Born and raised in Texas, David Lake has brought his love for his home state to bear on his professional career. Along with business partner Ted Flato, David Lake runs San Antonio-based Lake|Flato Architects, one of the nation’s preeminent architecture firms. David’s lifelong passion for Texas and the outdoors has shaped many of his design choices, from an emphasis on natural light and water efficiency to the use of salvaged and recycled materials. That commitment to sustainability is reflected in some impressive professional recognition. In 2006, two Lake|Flato designs were selected by the AIA Committee on the Environment as Top Ten Green Projects—the first ever double win for a firm. The firm’s innovative redesign of the Pearl Brewery compound in San Antonio is a culmination of years of sustainable building experience.
“I got into architecture in the early 1970s during the fuel crisis and immediately drifted towards alternative energies and sustainable design philosophies that were incubating at the time. I realized architecture could transform not only how we interact with one another, but how we interact with the environment. The built environment has such an enormous impact on the natural environment. So I started my professional career dedicated to designing buildings that were intrinsically a part of their place; buildings that were climactically attuned, energy efficient and resource sufficient.
“I think culturally and politically, we’ve turned our back on environmental science for too long in this country. The acknowledgement that we are at a tipping point in terms of human interaction with the natural realm has now, I think, been clearly described by a variety of authorities on the matter.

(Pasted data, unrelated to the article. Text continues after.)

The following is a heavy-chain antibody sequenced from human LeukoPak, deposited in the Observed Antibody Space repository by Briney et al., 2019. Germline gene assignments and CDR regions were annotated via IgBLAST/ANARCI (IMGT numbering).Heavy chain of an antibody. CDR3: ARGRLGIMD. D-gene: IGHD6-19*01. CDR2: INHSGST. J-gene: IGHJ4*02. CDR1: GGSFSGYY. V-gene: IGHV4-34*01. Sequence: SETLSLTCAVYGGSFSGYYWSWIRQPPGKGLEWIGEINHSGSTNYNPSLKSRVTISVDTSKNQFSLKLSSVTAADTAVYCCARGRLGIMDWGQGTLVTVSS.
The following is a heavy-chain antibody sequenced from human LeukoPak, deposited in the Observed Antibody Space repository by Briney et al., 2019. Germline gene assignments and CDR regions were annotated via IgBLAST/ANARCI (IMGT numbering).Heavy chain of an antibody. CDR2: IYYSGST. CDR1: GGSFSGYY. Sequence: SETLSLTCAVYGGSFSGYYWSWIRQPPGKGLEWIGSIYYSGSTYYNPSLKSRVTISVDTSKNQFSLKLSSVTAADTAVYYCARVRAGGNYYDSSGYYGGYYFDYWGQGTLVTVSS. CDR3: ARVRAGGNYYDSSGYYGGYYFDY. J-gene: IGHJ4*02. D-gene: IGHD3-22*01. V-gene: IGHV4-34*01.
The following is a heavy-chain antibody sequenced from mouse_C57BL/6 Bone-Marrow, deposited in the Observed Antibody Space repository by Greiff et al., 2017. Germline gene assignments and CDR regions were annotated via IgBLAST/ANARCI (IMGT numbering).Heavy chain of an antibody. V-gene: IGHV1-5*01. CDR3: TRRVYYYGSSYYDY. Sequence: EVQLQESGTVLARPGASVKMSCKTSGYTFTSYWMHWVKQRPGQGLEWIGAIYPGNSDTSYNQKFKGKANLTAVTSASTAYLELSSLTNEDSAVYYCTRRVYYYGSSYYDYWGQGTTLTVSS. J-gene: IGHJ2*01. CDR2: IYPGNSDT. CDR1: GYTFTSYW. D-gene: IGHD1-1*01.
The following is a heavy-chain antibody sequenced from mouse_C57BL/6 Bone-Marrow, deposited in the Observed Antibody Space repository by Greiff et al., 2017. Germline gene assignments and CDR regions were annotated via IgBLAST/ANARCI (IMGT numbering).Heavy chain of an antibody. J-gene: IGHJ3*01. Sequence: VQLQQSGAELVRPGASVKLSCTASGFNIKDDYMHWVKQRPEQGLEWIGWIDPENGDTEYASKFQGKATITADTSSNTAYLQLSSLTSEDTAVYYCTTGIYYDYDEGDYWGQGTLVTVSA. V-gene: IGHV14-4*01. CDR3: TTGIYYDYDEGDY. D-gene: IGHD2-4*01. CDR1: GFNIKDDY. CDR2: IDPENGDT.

“Sustainable designs demand more of the architects and I think, rightfully, merge the science of engineering and conservation with the art in architecture. There’s a great deal of environmental engineering that goes into our buildings. We assembled a ‘green team’ of the most innovative engineers across the country to help design the UT Health Science Center and School of Nursing in Houston. The result is a benchmark building for UT Systems in terms of energy conservation and resource conservation.
“The goal for the project was to have 75% of the materials come within a 500-mile radius of the site. We used recycled aluminum throughout. We used a byproduct of coal fired plants called fly ash as an additive to the concrete in lieu of aggregate. For the building’s siding, we used recycled cypress trees salvaged from East Texas lakes. The base was constructed using brick salvaged from nearby projects. And we designed the systems to use 40% less energy than a typical building of its type by doing things like installing floor-level air conditioning ducts, tuning the elevations to maximize daylight and reusing collected rainwater.
“In some U.S. cities, developers are constructing entire city blocks of sustainable buildings that lease right away because people care about their impact on the planet. Sustainable buildings have been proven to have far healthier interiors and can be run at lower cost per foot—savings that can be passed on to potential tenants. So, it’s not just a philosophical decision; there’s a real financial benefit to building green.
“What we’re doing with the Pearl Brewery is a natural outgrowth of a desire to curtail unnecessary growth and sprawl. We want to show that downtown living can be a unique and lively experience. I think other cities in Texas are realizing that, and we’re seeing a growth in urban living. We’re seeing downtowns thrive, which is playing a huge part in making cities better and less generic.
“The state is going to double in its population in 35 years. We are faced with the enormous challenge of not losing the character of Texas, of preserving and conserving our natural environment. The Nature Conservancy has an enormous role to play in Texas because, frankly, legislation is lagging behind on acknowledging the importance of our natural world to the value of our lives. We’ve been collaborating with the Conservancy for years on projects to protect open space and minimize the impact of development in our remaining natural areas.
“Winning environmental design awards is a special affirmation that we’re designing the right way, but I think leading by example is our best legacy in terms of the built environment. We can talk all day long, but actually designing and constructing buildings that are beautiful and merge with the environment is how we meet our mission and share our vision for what architecture should be.”